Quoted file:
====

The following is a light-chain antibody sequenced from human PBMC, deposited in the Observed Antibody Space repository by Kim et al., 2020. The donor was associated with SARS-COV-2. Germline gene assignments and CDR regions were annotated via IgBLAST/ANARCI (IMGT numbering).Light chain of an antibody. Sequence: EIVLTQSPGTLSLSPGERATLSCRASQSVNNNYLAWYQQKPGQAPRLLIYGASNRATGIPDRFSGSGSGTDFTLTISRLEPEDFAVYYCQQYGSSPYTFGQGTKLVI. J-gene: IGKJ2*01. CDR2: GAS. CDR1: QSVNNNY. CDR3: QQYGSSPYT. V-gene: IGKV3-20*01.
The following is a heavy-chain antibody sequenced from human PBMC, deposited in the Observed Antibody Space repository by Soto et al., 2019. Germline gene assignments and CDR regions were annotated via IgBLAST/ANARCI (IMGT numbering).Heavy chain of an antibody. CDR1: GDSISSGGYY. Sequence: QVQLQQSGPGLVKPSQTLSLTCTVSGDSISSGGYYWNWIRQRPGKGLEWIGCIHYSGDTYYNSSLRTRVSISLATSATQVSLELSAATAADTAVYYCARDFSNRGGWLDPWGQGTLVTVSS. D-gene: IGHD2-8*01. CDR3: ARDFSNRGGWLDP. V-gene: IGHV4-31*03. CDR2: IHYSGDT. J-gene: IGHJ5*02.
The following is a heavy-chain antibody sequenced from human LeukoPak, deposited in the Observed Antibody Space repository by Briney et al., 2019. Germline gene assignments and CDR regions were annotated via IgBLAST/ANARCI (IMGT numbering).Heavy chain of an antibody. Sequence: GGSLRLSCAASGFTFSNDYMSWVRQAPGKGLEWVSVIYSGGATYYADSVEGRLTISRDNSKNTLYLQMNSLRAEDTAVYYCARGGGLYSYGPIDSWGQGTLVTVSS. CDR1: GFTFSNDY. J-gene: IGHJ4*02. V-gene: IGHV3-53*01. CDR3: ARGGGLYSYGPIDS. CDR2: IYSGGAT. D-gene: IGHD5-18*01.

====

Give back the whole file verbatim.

The following is a light-chain antibody sequenced from human PBMC, deposited in the Observed Antibody Space repository by Kim et al., 2020. The donor was associated with SARS-COV-2. Germline gene assignments and CDR regions were annotated via IgBLAST/ANARCI (IMGT numbering).Light chain of an antibody. Sequence: EIVLTQSPGTLSLSPGERATLSCRASQSVNNNYLAWYQQKPGQAPRLLIYGASNRATGIPDRFSGSGSGTDFTLTISRLEPEDFAVYYCQQYGSSPYTFGQGTKLVI. J-gene: IGKJ2*01. CDR2: GAS. CDR1: QSVNNNY. CDR3: QQYGSSPYT. V-gene: IGKV3-20*01.
The following is a heavy-chain antibody sequenced from human PBMC, deposited in the Observed Antibody Space repository by Soto et al., 2019. Germline gene assignments and CDR regions were annotated via IgBLAST/ANARCI (IMGT numbering).Heavy chain of an antibody. CDR1: GDSISSGGYY. Sequence: QVQLQQSGPGLVKPSQTLSLTCTVSGDSISSGGYYWNWIRQRPGKGLEWIGCIHYSGDTYYNSSLRTRVSISLATSATQVSLELSAATAADTAVYYCARDFSNRGGWLDPWGQGTLVTVSS. D-gene: IGHD2-8*01. CDR3: ARDFSNRGGWLDP. V-gene: IGHV4-31*03. CDR2: IHYSGDT. J-gene: IGHJ5*02.
The following is a heavy-chain antibody sequenced from human LeukoPak, deposited in the Observed Antibody Space repository by Briney et al., 2019. Germline gene assignments and CDR regions were annotated via IgBLAST/ANARCI (IMGT numbering).Heavy chain of an antibody. Sequence: GGSLRLSCAASGFTFSNDYMSWVRQAPGKGLEWVSVIYSGGATYYADSVEGRLTISRDNSKNTLYLQMNSLRAEDTAVYYCARGGGLYSYGPIDSWGQGTLVTVSS. CDR1: GFTFSNDY. J-gene: IGHJ4*02. V-gene: IGHV3-53*01. CDR3: ARGGGLYSYGPIDS. CDR2: IYSGGAT. D-gene: IGHD5-18*01.